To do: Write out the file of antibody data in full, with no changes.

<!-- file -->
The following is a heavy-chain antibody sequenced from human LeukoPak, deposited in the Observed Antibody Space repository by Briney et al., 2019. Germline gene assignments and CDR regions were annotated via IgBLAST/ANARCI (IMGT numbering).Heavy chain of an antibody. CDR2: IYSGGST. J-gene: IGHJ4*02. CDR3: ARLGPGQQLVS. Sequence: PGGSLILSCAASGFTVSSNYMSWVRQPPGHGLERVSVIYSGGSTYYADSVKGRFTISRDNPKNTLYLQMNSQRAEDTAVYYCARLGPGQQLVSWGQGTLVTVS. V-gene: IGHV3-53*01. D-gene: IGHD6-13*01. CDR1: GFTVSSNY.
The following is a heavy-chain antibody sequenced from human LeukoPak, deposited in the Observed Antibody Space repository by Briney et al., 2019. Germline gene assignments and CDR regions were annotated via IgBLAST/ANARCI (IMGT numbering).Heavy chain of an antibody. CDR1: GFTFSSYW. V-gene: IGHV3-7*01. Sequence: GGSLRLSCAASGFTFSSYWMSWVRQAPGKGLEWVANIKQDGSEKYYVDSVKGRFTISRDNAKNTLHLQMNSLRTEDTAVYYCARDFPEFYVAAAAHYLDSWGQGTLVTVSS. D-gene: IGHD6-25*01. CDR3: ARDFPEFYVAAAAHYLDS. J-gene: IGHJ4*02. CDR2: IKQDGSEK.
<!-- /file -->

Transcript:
The following is a heavy-chain antibody sequenced from human LeukoPak, deposited in the Observed Antibody Space repository by Briney et al., 2019. Germline gene assignments and CDR regions were annotated via IgBLAST/ANARCI (IMGT numbering).Heavy chain of an antibody. CDR2: IYSGGST. J-gene: IGHJ4*02. CDR3: ARLGPGQQLVS. Sequence: PGGSLILSCAASGFTVSSNYMSWVRQPPGHGLERVSVIYSGGSTYYADSVKGRFTISRDNPKNTLYLQMNSQRAEDTAVYYCARLGPGQQLVSWGQGTLVTVS. V-gene: IGHV3-53*01. D-gene: IGHD6-13*01. CDR1: GFTVSSNY.
The following is a heavy-chain antibody sequenced from human LeukoPak, deposited in the Observed Antibody Space repository by Briney et al., 2019. Germline gene assignments and CDR regions were annotated via IgBLAST/ANARCI (IMGT numbering).Heavy chain of an antibody. CDR1: GFTFSSYW. V-gene: IGHV3-7*01. Sequence: GGSLRLSCAASGFTFSSYWMSWVRQAPGKGLEWVANIKQDGSEKYYVDSVKGRFTISRDNAKNTLHLQMNSLRTEDTAVYYCARDFPEFYVAAAAHYLDSWGQGTLVTVSS. D-gene: IGHD6-25*01. CDR3: ARDFPEFYVAAAAHYLDS. J-gene: IGHJ4*02. CDR2: IKQDGSEK.